“Alaska Native culture keeps Alaska Native children safe.”

By Mary Johnson and Natalie Norberg

“Alaska Native culture keeps Alaska Native children safe.”

This is the vision statement for a five-year strategic plan created to address the disparities that Alaska Native children experience in the child welfare system. Today over 3,000 children are in the Alaska foster care system. More than half of these children are Alaska Native. This disparity is unacceptable.

blueberry boy
Recognizing that no one government agency or Tribal entity can solve this problem alone, the “Transforming Child Welfare Outcomes for Alaska Native Children Strategic Plan 2016-2020” was created as the result of a passionate and collaborative process which included numerous Tribal, state and community partners over many months. Participants talked openly and frankly about how to solve problems, reduce barriers and promote children being served closest to home within the context of their Tribe and culture whenever possible.

A personal account from a non-native foster parent:

With her little hand in mine, the two of us slowly walk down the ferry ramp into the bowels of the Le Conte, one of the oldest and smallest vessels that make up the fleet of inter-island ferries of Southeast Alaska’s Marine Highway. We are blasted by that familiar smell of salt water, marine diesel and car exhaust that permeates the parking level of the ferry before we ascend the several flights of stairs to the passenger level of the ferry. I feel weighted down as I struggle to carry the squirming child along with the numerous other packs and totes I am lugging that contain snacks and toys to keep an active toddler occupied for the four hour ferry trip. For Susie this is simply another day of her short life, where every day brings some kind of wonderment. When you are 2 years old, nothing is mundane; an ordinary walk to the park is a delight. For me, however, this day, this trip, feels far from joyful. In fact my mood feels like the dense heavy, gray clouds that press down on the forested islands we pass, layers and layers of suffocating gray.

Susie is 2.3 years old, a beautiful Alaska Native child with healthy rosy cheeks that are just beginning to shed their baby fat. She has soft, long, jet black shiny hair. Susie has been in state foster care since she was 11 months old. I am her 3rd foster home. Susie and I bonded quickly. I couldn’t wait for my work day to end and to pick her up from preschool. Although I did not ever encourage her to call me mommy, she quickly learned from her peers, to reach up her arms for me and call me mama. Susie loves to be read to, loves “Dora the Explorer”, and bubble baths. She is smart, perceptive and talkative. Susie could easily be that little girl I have always wanted as my own. But she doesn’t belong to me or my white culture. She comes from her own rich heritage, of which she must do her part to revitalize and pass-on.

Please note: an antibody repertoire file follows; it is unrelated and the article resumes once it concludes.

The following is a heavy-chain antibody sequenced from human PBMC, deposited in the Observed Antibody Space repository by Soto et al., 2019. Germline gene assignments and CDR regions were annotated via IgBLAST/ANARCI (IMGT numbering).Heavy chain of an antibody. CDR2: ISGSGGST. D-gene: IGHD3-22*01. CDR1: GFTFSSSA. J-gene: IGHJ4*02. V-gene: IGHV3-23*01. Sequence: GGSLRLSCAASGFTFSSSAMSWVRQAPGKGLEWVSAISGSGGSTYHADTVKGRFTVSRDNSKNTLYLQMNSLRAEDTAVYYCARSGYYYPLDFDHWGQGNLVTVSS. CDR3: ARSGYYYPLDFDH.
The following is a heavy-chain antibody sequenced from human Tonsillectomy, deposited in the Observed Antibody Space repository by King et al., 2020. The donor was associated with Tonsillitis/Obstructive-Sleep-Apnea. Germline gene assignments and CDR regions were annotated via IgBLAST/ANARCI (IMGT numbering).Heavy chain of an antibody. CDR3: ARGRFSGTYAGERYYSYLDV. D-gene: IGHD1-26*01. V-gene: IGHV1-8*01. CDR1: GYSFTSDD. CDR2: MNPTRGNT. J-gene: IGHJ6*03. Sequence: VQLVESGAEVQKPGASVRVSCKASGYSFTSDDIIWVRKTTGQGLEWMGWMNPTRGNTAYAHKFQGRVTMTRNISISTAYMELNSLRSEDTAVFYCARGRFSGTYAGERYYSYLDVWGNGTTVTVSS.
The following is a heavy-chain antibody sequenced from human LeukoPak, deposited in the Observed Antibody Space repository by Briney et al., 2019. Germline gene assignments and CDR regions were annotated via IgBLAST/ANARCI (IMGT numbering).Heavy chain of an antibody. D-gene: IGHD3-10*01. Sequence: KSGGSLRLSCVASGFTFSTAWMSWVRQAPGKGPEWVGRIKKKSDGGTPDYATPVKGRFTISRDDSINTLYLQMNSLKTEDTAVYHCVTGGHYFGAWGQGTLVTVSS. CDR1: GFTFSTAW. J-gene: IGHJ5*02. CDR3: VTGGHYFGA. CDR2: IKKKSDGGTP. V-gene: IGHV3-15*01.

The Indian Child Welfare Act (ICWA) was passed 40 years ago by congress as a measure to attempt to stem the tide of a disproportionate number of American Indian/Alaskan Native children entering state foster care systems and being adopted by white families; these children would forever be lost to their families, Tribes, communities, and culture. Today, both nationally and in Alaska, racial disproportionality continues to exist at alarmingly high rates. In 2016, while comprising less than 20% of the population, Alaskan Native children comprise over 55% of the children in foster care in Alaska.

While it is easy to place blame on the child welfare system for the years it has taken to implement ICWA as it was intended; data shows widespread disparities of Alaska Native/American Indian people involved in all service sectors of society.  In order to follow the vision Alaska Native culture keeps Alaska Native children safe, there remains a need to balance both a recognition of the impact of historical trauma as well as the strengths of families we serve. Many professionals who have the responsibility to help vulnerable families may have unconscious bias about Alaska Native culture. These professionals are in positions to make life changing decisions for the family. Yet, without thoughtful and continuous self-evaluation, it is human nature to fall into systemic racism and follow the practice of favoring white, non-relatives over Alaskan Native relatives.

The ferry takes us to her island village, to her mother’s family, where she will be permanently placed with her maternal uncle and his family; a home, where she fits and belongs. Her hair and skin color matches theirs. She will be cuddled, loved and called “baby.” Their home is different than mine. It smells different, and is smaller, more crowded. Instead of having her own bedroom, as she did at my house, Susie will share a room with her brother who sometimes lives in the house and her teen-aged cousin. There is a chest freezer in the living room. Susie is terrified. She clings to me and won’t let go.